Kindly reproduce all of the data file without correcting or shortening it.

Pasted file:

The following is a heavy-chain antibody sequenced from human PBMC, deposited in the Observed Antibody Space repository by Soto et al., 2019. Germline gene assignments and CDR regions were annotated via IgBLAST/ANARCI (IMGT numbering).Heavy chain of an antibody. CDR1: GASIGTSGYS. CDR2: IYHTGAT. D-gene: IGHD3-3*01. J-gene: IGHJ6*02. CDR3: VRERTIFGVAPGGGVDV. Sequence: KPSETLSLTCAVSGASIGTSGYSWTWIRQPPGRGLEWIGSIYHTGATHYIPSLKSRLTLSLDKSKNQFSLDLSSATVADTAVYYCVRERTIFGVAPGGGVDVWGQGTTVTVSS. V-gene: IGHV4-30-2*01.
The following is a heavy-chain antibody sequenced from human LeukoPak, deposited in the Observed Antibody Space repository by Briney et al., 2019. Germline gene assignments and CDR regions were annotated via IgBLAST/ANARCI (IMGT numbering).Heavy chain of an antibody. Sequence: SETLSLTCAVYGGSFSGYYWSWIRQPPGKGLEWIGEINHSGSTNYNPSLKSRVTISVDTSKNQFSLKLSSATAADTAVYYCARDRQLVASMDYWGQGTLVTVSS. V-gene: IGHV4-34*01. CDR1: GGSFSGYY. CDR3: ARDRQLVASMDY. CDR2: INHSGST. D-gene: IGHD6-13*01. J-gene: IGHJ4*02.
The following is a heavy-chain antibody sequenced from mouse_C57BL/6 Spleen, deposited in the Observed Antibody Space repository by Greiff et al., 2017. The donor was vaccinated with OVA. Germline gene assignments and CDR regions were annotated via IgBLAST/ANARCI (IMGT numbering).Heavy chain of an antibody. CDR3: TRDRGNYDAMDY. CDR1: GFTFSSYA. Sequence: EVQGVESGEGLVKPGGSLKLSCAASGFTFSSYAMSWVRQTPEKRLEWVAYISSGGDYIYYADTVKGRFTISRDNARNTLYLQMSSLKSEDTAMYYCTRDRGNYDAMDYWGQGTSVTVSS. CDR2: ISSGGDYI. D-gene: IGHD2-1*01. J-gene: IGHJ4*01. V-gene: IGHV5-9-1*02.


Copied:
The following is a heavy-chain antibody sequenced from human PBMC, deposited in the Observed Antibody Space repository by Soto et al., 2019. Germline gene assignments and CDR regions were annotated via IgBLAST/ANARCI (IMGT numbering).Heavy chain of an antibody. CDR1: GASIGTSGYS. CDR2: IYHTGAT. D-gene: IGHD3-3*01. J-gene: IGHJ6*02. CDR3: VRERTIFGVAPGGGVDV. Sequence: KPSETLSLTCAVSGASIGTSGYSWTWIRQPPGRGLEWIGSIYHTGATHYIPSLKSRLTLSLDKSKNQFSLDLSSATVADTAVYYCVRERTIFGVAPGGGVDVWGQGTTVTVSS. V-gene: IGHV4-30-2*01.
The following is a heavy-chain antibody sequenced from human LeukoPak, deposited in the Observed Antibody Space repository by Briney et al., 2019. Germline gene assignments and CDR regions were annotated via IgBLAST/ANARCI (IMGT numbering).Heavy chain of an antibody. Sequence: SETLSLTCAVYGGSFSGYYWSWIRQPPGKGLEWIGEINHSGSTNYNPSLKSRVTISVDTSKNQFSLKLSSATAADTAVYYCARDRQLVASMDYWGQGTLVTVSS. V-gene: IGHV4-34*01. CDR1: GGSFSGYY. CDR3: ARDRQLVASMDY. CDR2: INHSGST. D-gene: IGHD6-13*01. J-gene: IGHJ4*02.
The following is a heavy-chain antibody sequenced from mouse_C57BL/6 Spleen, deposited in the Observed Antibody Space repository by Greiff et al., 2017. The donor was vaccinated with OVA. Germline gene assignments and CDR regions were annotated via IgBLAST/ANARCI (IMGT numbering).Heavy chain of an antibody. CDR3: TRDRGNYDAMDY. CDR1: GFTFSSYA. Sequence: EVQGVESGEGLVKPGGSLKLSCAASGFTFSSYAMSWVRQTPEKRLEWVAYISSGGDYIYYADTVKGRFTISRDNARNTLYLQMSSLKSEDTAMYYCTRDRGNYDAMDYWGQGTSVTVSS. CDR2: ISSGGDYI. D-gene: IGHD2-1*01. J-gene: IGHJ4*01. V-gene: IGHV5-9-1*02.